“Wish I Was Here” (2014)
We meet Aidan (Zach Braff) an unemployed actor, husband and father to two kids, as he is fantasying about being a spaceman running from a mysterious man clad in all black. Aidan is brought back to reality by his young son who wants to know the iPad password at the breakfast table. Aidan is having sort of a mid-life crisis at age 35. He hasn’t had an acting job for a while, he learns that his father, Gabe (Mandy Patinkin) has not paid for his kid’s private school tuition (something that his father had agreed to) and his house is badly in need of repair. He is married to Sarah (Kate Hudson), a loving woman who has supported her husband’s dream of being an actor. They have two children, Grace (Joey King), who is immersed into her Jewish heritage and Tucker (Pierce Gagnon), who would rather play video games than pay attention to anything else. Aidan soon learns the reason that his father hasn’t paid the school is that he has cancer and is trying a costly experimental drug treatment. Sarah and Aidan decide that the only thing they can do is homeschool the kids. This means that Aidan will have to put his acting aspirations on hold.
Braff, who had both box office and critical success with his 2004 film, “Garden State,” doesn’t quite live up to those lofty expectations with this film. The movie, while at times both funny and moving, goes for the easy laugh or the cliché plot point too many times. It’s almost as if this film is a pilot for a network sitcom, especially when Braff’s character comes back with a witty retort so often that you keep waiting for a laugh track. There were a number of things that did work in this film. The interaction between Aidan and his kids is fun to watch. There is a nice rapport between them that feels very natural and loving. Also, I liked the fact that Hudson’s character, Sarah stands by and supports her husband’s quest to become a full-time actor. Sarah guides him to make life changing decisions, but she doesn’t force anything and or overly criticize him.
This film does have some nice, touching moments, most of which occur when the family is trying to connect with each other. There is a wonderful scene near the end of the film where Sarah delivers a moving speech to her father-in-law. Another is where Sarah and Aidan have gone out on a date night to discuss their future. It’s a perfectly shot scene with two people in love trying to reconnect under the moonlight on the beach. Unfortunately, those moments are cheapened by the attempt at the easy joke, such as Sarah being sexually harassed by a cubicle-mate. The amount of sexual harassment that Sarah undergoes would never be as lightly handled in life as it is in the movie. It just wouldn’t happen in today’s corporate world, and it weakens the script, which is written by Zach Braff and his brother Adam.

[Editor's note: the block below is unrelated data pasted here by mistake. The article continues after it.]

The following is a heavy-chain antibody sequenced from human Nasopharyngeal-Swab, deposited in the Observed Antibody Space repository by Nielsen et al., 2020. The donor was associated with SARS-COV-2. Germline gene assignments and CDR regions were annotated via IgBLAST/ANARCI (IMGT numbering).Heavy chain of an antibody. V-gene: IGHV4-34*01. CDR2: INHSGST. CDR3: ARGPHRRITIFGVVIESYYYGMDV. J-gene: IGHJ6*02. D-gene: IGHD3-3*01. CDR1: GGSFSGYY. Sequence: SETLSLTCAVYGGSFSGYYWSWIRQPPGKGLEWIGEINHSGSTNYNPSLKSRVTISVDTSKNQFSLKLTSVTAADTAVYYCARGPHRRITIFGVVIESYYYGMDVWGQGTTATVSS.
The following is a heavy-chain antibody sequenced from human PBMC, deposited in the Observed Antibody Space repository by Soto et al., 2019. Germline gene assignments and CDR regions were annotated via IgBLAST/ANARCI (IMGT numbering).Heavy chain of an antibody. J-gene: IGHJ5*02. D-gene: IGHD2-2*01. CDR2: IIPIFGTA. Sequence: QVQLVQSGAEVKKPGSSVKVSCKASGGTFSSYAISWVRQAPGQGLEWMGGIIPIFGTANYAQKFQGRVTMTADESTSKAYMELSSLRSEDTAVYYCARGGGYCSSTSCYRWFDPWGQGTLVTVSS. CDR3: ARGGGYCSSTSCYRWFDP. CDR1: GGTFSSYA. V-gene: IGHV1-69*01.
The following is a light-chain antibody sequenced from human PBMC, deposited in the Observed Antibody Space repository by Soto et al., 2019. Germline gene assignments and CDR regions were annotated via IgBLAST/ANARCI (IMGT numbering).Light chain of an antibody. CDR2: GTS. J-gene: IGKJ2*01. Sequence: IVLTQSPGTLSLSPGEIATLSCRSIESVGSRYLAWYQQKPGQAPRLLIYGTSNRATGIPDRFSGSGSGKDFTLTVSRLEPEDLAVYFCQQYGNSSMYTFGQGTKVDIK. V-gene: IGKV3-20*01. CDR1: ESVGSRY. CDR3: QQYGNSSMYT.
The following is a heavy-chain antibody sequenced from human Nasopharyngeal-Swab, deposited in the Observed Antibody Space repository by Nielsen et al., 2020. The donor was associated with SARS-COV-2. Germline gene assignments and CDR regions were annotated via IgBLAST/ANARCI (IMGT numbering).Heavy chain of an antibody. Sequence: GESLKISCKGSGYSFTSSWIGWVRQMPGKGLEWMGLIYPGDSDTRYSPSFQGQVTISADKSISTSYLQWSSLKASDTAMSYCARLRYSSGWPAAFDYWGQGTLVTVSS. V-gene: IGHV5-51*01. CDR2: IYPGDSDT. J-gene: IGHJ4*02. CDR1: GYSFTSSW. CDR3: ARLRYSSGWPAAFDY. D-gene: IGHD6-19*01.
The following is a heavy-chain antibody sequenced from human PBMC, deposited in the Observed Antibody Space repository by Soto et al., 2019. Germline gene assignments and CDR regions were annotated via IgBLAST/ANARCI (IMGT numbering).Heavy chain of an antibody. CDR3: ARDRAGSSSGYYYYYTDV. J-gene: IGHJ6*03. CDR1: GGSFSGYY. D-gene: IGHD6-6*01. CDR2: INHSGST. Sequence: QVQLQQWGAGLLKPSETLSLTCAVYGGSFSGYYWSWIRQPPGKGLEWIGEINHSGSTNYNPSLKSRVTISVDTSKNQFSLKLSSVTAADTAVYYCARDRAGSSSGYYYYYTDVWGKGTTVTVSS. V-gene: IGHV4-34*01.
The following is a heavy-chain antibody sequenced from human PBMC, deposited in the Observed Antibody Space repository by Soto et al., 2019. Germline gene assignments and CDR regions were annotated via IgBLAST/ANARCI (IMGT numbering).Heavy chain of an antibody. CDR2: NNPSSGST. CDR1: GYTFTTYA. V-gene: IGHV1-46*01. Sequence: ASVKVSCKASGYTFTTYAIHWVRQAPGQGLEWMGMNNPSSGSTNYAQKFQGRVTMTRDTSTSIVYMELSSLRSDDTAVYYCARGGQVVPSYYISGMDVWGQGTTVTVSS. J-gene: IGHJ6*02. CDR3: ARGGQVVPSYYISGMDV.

As with “Garden State,” music is incredibly important in this film and features songs from Coldplay, Cat Power and Bon Iver. Unfortunately, Braff goes to the well too many times, as when he takes his kids to an auto dealership just so they can ride in an expensive convertible on a test drive. Instead of adding to the plot, it just becomes an oddly placed “music video” segment inside the movie. The scene also seems to be a little forced, as to just to give extra spice to the Kickstarter campaign by using Donald Faison cameo as an extra incentive to back the film.
Braff’s performance, while being in almost every scene in the film, doesn’t stand out from the rest of the cast. He is just playing a version of himself, though one that isn’t successful as the “Zach Braff actor” in real life. Josh Gad, playing Braff’s slacker brother Noah, sleepwalks through most of his performance, only coming to life when he has a scene with a neighbor (Ashley Greene) who makes “furry” costumes for a living. Two performances do stand out in the film. Kate Hudson does a wonderful job as the sane person in the marriage. Hudson seems to glow on screen and she has some nice chemistry with Braff, making their conversations real and believable. Joey King as the older daughter, Grace, masterfully portrays the all too serious girl who seems to have a much better understanding on how people relate to each other than her father does. King portrays Grace as a girl who at times seems to be the normal 6th-grade girl who has crushes on boys and can’t stand her little brother. But King also lets Grace have a mature side who is smarter than the adults that are supposed to be teaching her.
“Wish I Was Here” isn’t a bad film, in fact, overall it’s an enjoyable film with some truly moving moments. The film just goes for the easy joke or the predictable scene too many times. It’s something that Braff’s “Garden State,” a film that I enjoy more and more with each viewing, never did. I do want to see Braff try again. Just do a few more re-writes till you start up that next Kickstarter campaign Mr. Braff. My Rating: Bargain Matinee
My movie rating system from Best to Worst: 1). I Would Pay to See it Again 2). Full Price 3). Bargain Matinee 4). Cable 5). You Would Have to Pay Me to See it Again
“Wish I Was Here” is currently playing at UA Tara Cinemas 4.